When you make a will, you're taking control of how you'd like your assets to be distributed after your death. If you don't choose how to dispose of your property by leaving a last will and testament, the state in which you reside will choose for you. For many people, contemplating death is the most difficult part of making a will -- in other words, the act of making a will isn't as complicated as you might think. Specific laws and requirements vary somewhat among states, but the fundamentals and formalities are generally uniform throughout the country.
Testamentary capacity is required of will makers, known as "testators," in every state. The phrase "of sound mind" is frequently used to express testamentary capacity. Having a sound mind simply means that you understand why you're making a will and the general effect and significance of making it; and recognize not only the extent of your property, but the relationship that exists between you and your chosen beneficiaries.
In Writing and Signed
With few exceptions, states require wills to be in writing. Many states recognize handwritten wills as long as they're written entirely by the testator in his own hand. As a testator, you are also required to sign your last will and testament. Your signature is vital, as it serves as your formal acknowledgement of the significance of making your will.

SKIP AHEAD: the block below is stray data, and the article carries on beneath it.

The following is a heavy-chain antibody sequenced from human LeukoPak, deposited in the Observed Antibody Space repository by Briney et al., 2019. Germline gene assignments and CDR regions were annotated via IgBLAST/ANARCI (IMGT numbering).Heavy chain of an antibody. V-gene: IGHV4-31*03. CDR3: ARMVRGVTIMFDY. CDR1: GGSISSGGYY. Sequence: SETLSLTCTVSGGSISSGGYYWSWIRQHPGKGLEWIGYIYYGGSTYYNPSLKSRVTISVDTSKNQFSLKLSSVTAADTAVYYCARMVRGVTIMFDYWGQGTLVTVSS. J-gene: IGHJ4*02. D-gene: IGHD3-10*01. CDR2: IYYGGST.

Witnesses are almost always required for a will to be valid. This requirement is crucial because witnesses are needed to attest to the fact that you had testamentary capacity when making your will. Often, two witnesses are required and, in some states, these witnesses cannot stand to gain property, assets or other valuables from any of your will's provisions. This requirement is meant to decrease the chances of witnesses exerting pressure on you to include provisions that may be favorable to them. Depending on your state's laws, your witnesses may need to attach their signatures in your presence and right after you sign your will. In some states, witnesses are required to sign in front of each other as well.
Aside from will formalities such as testamentary capacity, writing, signature and witnesses, understanding what you may and may not bequeath is also vital. For example, if you're married, you may not completely disinherit your surviving spouse. If you live in a community property state, you may not bequeath more than your share of the community property. Generally, you're allowed to disinherit children, unless you're a resident of Louisiana. However, if you wish to disinherit a child, your will must state so expressly. Otherwise, it will be presumed that you omitted your child unintentionally, in which case your child will receive a portion of your estate as mandated in your state's laws of intestacy.